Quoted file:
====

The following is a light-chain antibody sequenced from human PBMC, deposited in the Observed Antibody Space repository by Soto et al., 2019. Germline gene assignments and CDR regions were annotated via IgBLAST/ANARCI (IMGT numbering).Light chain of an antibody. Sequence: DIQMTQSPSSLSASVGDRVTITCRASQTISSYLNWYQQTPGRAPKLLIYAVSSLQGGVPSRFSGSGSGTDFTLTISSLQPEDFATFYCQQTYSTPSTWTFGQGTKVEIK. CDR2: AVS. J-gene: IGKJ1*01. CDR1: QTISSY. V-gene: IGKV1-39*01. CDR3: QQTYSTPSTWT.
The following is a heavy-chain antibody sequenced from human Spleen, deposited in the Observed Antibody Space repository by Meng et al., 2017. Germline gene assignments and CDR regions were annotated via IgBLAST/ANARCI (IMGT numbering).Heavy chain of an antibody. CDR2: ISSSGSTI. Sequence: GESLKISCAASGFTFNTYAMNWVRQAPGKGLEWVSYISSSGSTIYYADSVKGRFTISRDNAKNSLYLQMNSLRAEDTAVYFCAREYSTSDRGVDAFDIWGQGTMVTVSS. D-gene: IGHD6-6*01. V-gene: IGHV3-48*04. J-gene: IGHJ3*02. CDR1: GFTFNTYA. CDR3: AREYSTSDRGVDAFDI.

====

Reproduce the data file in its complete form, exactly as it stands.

The following is a light-chain antibody sequenced from human PBMC, deposited in the Observed Antibody Space repository by Soto et al., 2019. Germline gene assignments and CDR regions were annotated via IgBLAST/ANARCI (IMGT numbering).Light chain of an antibody. Sequence: DIQMTQSPSSLSASVGDRVTITCRASQTISSYLNWYQQTPGRAPKLLIYAVSSLQGGVPSRFSGSGSGTDFTLTISSLQPEDFATFYCQQTYSTPSTWTFGQGTKVEIK. CDR2: AVS. J-gene: IGKJ1*01. CDR1: QTISSY. V-gene: IGKV1-39*01. CDR3: QQTYSTPSTWT.
The following is a heavy-chain antibody sequenced from human Spleen, deposited in the Observed Antibody Space repository by Meng et al., 2017. Germline gene assignments and CDR regions were annotated via IgBLAST/ANARCI (IMGT numbering).Heavy chain of an antibody. CDR2: ISSSGSTI. Sequence: GESLKISCAASGFTFNTYAMNWVRQAPGKGLEWVSYISSSGSTIYYADSVKGRFTISRDNAKNSLYLQMNSLRAEDTAVYFCAREYSTSDRGVDAFDIWGQGTMVTVSS. D-gene: IGHD6-6*01. V-gene: IGHV3-48*04. J-gene: IGHJ3*02. CDR1: GFTFNTYA. CDR3: AREYSTSDRGVDAFDI.